How to Set Great Sales Goals That Bring Double Digit Growth
Every self-help book, motivational seminar and sales training weekend hammers the idea of goal setting into us.
The reason for this is that setting a solid goal adds tremendous power to your efforts. However, we’re not here to convince you to set sales goals. You’ve come to understand that by yourself.
Instead, we are going to focus on how to set the right sales goals — those that will help you manage your sales pipeline in such a way that will help you achieve double digit growth in your sales results.
Here’s the thing — there are good and bad goals
And proper goal setting — or setting proper goals is difficult. Did you know that more than 80 percent of companies set the wrong kinds of goals for their sales staff? Goals that you can’t possibly meet?
In a recent study, it was shown that setting results-oriented goals made achieving these goals nearly impossible.
Think about it, if a sales manager could directly manage revenue, then every salesperson in the world would be filling their bathtubs with Ben Franklins and gold coins. The only things I saw the last time I looked in my bathtub were some stale soap and a misplaced toothbrush.
The reality is that we can’t control results — we can only manage our own actions.
The good news? You can achieve astounding sales results by setting activity goals. In fact, the results that come out of carefully planned and managed activities can far exceed any results-oriented goal you may have set in the past.
What activity goals are — a personal example
Imagine a bookseller who sets a goal to sell $1,000 in books each day. What if he sold nothing after talking to 17 people? And worse, what if prospect number 17 happened to be a very harsh rejection? It would surely get you down and make it harder to keep going.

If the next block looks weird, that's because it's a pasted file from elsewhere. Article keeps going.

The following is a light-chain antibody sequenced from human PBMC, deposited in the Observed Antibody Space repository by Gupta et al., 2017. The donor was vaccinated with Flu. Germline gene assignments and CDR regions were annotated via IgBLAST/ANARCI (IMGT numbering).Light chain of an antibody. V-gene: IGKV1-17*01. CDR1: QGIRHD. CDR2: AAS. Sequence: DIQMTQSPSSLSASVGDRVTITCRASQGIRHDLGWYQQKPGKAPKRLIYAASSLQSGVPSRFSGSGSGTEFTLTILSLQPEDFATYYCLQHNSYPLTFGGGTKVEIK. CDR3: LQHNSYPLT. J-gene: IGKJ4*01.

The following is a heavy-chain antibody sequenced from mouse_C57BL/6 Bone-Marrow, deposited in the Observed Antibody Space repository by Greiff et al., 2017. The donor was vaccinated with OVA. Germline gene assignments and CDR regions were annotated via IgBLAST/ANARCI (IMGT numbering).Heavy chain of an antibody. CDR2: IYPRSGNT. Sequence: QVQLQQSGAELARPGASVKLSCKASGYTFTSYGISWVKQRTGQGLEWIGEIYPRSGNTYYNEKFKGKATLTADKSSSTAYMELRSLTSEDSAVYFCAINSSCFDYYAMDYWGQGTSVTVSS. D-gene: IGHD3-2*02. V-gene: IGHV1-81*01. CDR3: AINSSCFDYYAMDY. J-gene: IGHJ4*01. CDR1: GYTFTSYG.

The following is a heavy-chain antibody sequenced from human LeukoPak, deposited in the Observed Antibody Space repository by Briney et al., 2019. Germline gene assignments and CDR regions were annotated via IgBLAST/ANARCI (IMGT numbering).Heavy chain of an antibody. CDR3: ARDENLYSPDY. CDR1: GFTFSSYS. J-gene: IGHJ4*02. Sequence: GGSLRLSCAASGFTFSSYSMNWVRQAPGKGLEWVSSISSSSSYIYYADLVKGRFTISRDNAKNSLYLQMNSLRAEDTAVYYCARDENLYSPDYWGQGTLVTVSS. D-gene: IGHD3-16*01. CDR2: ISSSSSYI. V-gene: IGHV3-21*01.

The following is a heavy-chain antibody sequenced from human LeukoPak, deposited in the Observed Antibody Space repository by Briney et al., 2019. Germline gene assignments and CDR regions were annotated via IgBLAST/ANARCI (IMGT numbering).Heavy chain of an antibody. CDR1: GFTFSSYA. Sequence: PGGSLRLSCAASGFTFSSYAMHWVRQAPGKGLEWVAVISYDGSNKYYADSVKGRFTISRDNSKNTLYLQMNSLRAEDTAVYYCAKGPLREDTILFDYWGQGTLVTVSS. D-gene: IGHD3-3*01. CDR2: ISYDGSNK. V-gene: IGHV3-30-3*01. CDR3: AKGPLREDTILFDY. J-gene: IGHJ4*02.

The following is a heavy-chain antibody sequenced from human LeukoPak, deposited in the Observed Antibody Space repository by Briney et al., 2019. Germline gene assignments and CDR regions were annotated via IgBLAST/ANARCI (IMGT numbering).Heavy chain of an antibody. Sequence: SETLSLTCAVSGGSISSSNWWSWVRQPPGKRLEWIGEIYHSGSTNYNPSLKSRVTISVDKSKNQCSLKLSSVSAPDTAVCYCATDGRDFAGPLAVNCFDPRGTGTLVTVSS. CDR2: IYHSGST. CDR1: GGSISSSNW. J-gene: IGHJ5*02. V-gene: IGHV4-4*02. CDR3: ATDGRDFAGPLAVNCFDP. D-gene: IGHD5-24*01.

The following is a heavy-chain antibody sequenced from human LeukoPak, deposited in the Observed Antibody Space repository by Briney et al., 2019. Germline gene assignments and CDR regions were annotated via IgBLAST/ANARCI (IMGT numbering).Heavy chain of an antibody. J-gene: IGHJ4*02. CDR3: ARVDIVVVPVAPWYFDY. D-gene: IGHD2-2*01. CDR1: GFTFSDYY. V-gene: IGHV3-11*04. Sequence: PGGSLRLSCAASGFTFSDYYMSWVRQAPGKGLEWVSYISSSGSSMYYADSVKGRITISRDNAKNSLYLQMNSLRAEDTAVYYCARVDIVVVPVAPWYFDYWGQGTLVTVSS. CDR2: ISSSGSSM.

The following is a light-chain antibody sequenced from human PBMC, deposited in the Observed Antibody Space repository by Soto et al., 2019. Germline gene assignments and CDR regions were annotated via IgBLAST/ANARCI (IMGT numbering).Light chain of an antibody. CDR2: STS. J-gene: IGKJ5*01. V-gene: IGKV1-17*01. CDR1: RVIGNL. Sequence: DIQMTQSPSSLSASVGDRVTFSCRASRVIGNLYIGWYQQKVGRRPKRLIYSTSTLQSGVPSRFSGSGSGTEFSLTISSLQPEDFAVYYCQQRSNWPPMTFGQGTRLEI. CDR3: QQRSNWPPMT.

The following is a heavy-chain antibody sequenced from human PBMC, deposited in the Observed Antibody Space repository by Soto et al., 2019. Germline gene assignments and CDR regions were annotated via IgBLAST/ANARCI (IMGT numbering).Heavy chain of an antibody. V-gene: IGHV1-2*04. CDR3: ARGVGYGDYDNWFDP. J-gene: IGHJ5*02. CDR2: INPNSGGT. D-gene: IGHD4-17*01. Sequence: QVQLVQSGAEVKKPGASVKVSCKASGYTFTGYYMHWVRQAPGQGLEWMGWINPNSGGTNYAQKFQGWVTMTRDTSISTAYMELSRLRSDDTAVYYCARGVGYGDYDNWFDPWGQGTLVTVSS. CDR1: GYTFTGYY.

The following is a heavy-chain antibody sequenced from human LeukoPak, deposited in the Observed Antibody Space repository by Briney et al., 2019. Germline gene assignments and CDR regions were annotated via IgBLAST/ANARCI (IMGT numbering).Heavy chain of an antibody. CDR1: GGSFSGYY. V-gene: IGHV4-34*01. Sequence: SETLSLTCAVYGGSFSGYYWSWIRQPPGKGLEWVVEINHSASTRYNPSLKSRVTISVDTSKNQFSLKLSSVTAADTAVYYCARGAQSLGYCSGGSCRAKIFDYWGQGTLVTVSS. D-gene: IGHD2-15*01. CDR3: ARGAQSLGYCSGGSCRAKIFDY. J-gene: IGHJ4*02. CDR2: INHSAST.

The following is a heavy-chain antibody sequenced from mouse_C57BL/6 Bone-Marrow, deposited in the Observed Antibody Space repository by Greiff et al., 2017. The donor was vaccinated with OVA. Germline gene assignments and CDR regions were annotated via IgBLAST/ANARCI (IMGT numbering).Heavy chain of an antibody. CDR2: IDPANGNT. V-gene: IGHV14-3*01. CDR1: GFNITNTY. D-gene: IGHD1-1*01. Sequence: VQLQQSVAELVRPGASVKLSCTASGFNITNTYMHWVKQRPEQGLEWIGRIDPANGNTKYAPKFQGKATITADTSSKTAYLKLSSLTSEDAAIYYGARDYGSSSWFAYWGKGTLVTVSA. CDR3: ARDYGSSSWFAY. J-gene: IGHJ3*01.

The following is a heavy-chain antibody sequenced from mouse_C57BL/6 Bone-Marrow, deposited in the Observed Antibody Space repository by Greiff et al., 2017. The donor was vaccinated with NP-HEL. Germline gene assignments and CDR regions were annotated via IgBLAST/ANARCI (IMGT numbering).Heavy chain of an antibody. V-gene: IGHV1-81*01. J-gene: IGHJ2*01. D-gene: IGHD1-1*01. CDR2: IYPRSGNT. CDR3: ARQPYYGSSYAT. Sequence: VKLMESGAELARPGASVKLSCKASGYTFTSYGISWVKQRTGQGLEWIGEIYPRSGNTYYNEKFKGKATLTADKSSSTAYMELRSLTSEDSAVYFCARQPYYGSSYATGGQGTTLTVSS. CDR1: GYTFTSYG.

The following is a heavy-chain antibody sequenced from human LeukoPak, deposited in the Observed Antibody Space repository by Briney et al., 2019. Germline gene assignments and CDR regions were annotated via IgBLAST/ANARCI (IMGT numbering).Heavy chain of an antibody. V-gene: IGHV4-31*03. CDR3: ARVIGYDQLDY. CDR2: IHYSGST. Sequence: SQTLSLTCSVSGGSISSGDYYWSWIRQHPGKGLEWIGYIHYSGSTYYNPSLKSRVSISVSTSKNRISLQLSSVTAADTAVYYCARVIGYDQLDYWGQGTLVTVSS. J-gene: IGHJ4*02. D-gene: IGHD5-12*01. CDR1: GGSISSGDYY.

Take it from us, before we founded Pipedrive, we got our start in sales in exactly this way — selling books door-to-door and dealing with harsh rejections.
Now what if the same bookseller had an activity goal of talking to 20 prospects each day? Taking your focus off the $1,000 result-goal and shifting it on the activity goal meant that even if 17 were to say no, it wouldn’t matter — he would only have three prospects left to talk to.
An example from the deep end
Ironically, when you take your focus off the results and put it on activities, you start feeling better, and become more effective in achieving your goals. Take Michael Phelps as an example. At the very moment when he dives into the Olympic pool, his mind is not on the gold medal at the other end.
While the medal is the motivation that keeps getting him back into the pool day in, day out, it’s not what’s on his mind when hears the starting pistol go off. Instead, his focus is on getting every move right — exactly like he’s done it a thousand times before during training. If he gets every move right, only then will the gold be in his reach — and that much he knows.
Leading to the ultimate point of…
You get results by focusing on the things you can do, not on the things you can’t do anything about.